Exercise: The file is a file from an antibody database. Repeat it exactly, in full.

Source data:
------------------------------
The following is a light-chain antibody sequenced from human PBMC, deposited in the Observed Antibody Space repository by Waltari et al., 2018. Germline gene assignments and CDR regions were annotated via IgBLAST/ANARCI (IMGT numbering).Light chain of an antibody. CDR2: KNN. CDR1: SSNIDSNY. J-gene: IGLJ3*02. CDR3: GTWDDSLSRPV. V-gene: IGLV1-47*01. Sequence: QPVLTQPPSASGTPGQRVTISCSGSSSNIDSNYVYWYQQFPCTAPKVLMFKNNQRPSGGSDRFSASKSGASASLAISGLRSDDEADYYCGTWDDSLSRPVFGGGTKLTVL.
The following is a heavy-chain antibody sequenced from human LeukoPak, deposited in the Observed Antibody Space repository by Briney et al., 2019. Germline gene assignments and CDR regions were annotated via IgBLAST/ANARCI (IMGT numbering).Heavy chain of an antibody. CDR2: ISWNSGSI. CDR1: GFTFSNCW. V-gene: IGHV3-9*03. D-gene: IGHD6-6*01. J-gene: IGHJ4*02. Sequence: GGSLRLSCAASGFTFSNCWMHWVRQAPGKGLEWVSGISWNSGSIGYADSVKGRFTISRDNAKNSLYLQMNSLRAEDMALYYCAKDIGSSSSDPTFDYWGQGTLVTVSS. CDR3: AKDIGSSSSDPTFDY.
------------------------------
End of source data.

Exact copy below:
The following is a light-chain antibody sequenced from human PBMC, deposited in the Observed Antibody Space repository by Waltari et al., 2018. Germline gene assignments and CDR regions were annotated via IgBLAST/ANARCI (IMGT numbering).Light chain of an antibody. CDR2: KNN. CDR1: SSNIDSNY. J-gene: IGLJ3*02. CDR3: GTWDDSLSRPV. V-gene: IGLV1-47*01. Sequence: QPVLTQPPSASGTPGQRVTISCSGSSSNIDSNYVYWYQQFPCTAPKVLMFKNNQRPSGGSDRFSASKSGASASLAISGLRSDDEADYYCGTWDDSLSRPVFGGGTKLTVL.
The following is a heavy-chain antibody sequenced from human LeukoPak, deposited in the Observed Antibody Space repository by Briney et al., 2019. Germline gene assignments and CDR regions were annotated via IgBLAST/ANARCI (IMGT numbering).Heavy chain of an antibody. CDR2: ISWNSGSI. CDR1: GFTFSNCW. V-gene: IGHV3-9*03. D-gene: IGHD6-6*01. J-gene: IGHJ4*02. Sequence: GGSLRLSCAASGFTFSNCWMHWVRQAPGKGLEWVSGISWNSGSIGYADSVKGRFTISRDNAKNSLYLQMNSLRAEDMALYYCAKDIGSSSSDPTFDYWGQGTLVTVSS. CDR3: AKDIGSSSSDPTFDY.